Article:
CDBONG20 features Dave on the cover, It is a 4 track, 5" CD with the Single Version of World In My Eyes accompanying the remixes from 12BONG20. Those remixes are in fact shorter than the ones you find on the 12" because the single was originally planned as a 3" CD single. So there you go.

There are of course limited editions too. L12BONG20 is an absolute masterpiece and that's before we get to the music. It is a 12" sealed inside a blue gel pack which you must cut open to access the record. It is sensational. The front has Alan and Andy doing the sign and the quite marvellous explanation of what this is i.e.

What more do you need to know? That is just brilliant. There is also a little white feature at the top showing you who is on the cover (if you're the type of moron who writes a 2000 word blog about it 30 years later, that is ideal)

Dave and Martin star on the rear sleeve:

How do you open a blue gel pack 12" anyway you ask. Well, you cut it open and the package even tells you how to do that:

"Violate here." If you're like me (and I'm afraid to tell you that you are), that will tickle you immensely. Obviously, as we have long since learned, I am an arse and I cut mine on the wrong place entirely but what are you going to do? I have two other sealed versions to keep me happy. I am like that. Once you open it, it gets even lovelier:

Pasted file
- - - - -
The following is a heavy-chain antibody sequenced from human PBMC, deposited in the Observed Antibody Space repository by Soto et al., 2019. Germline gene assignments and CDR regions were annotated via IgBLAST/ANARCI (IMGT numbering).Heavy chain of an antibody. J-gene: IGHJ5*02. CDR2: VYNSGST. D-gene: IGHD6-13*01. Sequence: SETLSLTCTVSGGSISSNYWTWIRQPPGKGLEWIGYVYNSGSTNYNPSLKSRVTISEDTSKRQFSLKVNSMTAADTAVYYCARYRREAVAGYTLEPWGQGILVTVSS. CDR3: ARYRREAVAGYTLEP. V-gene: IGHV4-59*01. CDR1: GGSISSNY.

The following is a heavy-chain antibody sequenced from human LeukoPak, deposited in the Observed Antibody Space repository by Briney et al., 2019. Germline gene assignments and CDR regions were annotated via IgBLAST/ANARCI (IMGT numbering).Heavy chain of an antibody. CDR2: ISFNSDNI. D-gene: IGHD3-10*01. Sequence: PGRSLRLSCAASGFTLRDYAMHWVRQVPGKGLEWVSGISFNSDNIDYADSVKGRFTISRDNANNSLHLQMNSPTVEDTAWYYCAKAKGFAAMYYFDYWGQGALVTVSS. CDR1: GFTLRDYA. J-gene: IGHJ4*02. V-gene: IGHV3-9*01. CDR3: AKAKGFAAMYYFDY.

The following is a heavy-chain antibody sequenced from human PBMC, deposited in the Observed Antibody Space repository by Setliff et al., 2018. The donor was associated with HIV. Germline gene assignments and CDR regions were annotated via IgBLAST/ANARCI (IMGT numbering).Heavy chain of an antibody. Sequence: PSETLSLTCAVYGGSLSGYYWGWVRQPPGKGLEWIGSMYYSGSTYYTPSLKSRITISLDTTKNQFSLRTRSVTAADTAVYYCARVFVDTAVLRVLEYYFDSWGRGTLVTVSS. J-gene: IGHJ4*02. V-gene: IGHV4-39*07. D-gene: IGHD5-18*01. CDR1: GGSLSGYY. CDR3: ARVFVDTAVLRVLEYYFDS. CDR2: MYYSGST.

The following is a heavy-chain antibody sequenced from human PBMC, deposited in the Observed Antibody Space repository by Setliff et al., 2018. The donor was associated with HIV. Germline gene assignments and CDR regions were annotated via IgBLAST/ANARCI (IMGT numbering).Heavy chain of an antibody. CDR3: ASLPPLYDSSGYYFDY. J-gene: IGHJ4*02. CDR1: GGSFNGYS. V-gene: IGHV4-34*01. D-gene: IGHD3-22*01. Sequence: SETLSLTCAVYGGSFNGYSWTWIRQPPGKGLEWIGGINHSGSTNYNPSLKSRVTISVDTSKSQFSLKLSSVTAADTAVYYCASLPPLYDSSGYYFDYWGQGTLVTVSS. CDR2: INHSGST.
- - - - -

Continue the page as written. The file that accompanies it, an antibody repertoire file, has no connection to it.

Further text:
Just. Look. At. That.

Live shots, a luxury inner sleeve all glossy and gorgeous, a beautiful cover and a record that is stark and mesmerising in its sheer gloriousness.

There is a record too of course, The remix on the A-Side is World In My Eyes (Dub In My Eyes). It's a brilliant remix and features the robot voices that star on the Devotional version.

The rear of the inner sleeve and of the sleeve itself are wonderful.

The two tracks featured here are the rather nice Mode To Joy mix of World In My Eyes by Jon Marsh of The Beloved and it's accompanied by The Pulsating Orbital Mix of Happiest Girl by The Orb.

LCDBONG20 is equally beautiful. It features the live shots we see in the inner sleeve of L12BONG20 but in a different order which is nice.

There are six tracks here, four of which we already know - the Dub In My Eyes and Mode To Joy mixes of World In My Eyes, Happiest Girl (Jack Mix) and Sea Of Sin (Sensoria). The Mayhem Mode mix of World In My Eyes is the 5th track,  another Jon Marsh remix, more upbeat than Mode To Joy.  The 6th track is Happiest Girl (The Pulsating Orbital Vocal Mix) a longer and a bit more vocally version of the Pulsating Orbital Mix.

The 2004 CD reissue CDBONG20X brought together all the remixes from all the formats. The Oil Tank Mix is freed from its 3" shackles and in fact has a longer intro than you will find anywhere else.